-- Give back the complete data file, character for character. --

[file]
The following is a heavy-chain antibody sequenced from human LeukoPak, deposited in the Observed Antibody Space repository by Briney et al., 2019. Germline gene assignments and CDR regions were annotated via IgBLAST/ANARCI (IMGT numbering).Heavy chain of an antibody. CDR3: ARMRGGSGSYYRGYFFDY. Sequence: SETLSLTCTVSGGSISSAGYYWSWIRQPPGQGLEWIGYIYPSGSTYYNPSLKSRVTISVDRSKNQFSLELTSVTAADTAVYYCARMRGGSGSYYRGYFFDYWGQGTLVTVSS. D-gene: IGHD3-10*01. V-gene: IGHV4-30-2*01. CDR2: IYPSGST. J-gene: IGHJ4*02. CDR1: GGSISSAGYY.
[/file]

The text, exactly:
The following is a heavy-chain antibody sequenced from human LeukoPak, deposited in the Observed Antibody Space repository by Briney et al., 2019. Germline gene assignments and CDR regions were annotated via IgBLAST/ANARCI (IMGT numbering).Heavy chain of an antibody. CDR3: ARMRGGSGSYYRGYFFDY. Sequence: SETLSLTCTVSGGSISSAGYYWSWIRQPPGQGLEWIGYIYPSGSTYYNPSLKSRVTISVDRSKNQFSLELTSVTAADTAVYYCARMRGGSGSYYRGYFFDYWGQGTLVTVSS. D-gene: IGHD3-10*01. V-gene: IGHV4-30-2*01. CDR2: IYPSGST. J-gene: IGHJ4*02. CDR1: GGSISSAGYY.